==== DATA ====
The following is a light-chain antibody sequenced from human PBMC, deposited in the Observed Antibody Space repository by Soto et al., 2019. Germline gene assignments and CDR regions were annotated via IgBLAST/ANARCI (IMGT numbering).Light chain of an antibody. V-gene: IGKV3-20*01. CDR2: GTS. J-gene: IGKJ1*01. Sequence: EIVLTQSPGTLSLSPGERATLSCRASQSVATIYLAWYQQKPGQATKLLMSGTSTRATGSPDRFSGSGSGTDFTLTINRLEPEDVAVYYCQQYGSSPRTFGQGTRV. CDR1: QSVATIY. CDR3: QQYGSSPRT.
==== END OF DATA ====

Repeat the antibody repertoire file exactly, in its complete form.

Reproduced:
The following is a light-chain antibody sequenced from human PBMC, deposited in the Observed Antibody Space repository by Soto et al., 2019. Germline gene assignments and CDR regions were annotated via IgBLAST/ANARCI (IMGT numbering).Light chain of an antibody. V-gene: IGKV3-20*01. CDR2: GTS. J-gene: IGKJ1*01. Sequence: EIVLTQSPGTLSLSPGERATLSCRASQSVATIYLAWYQQKPGQATKLLMSGTSTRATGSPDRFSGSGSGTDFTLTINRLEPEDVAVYYCQQYGSSPRTFGQGTRV. CDR1: QSVATIY. CDR3: QQYGSSPRT.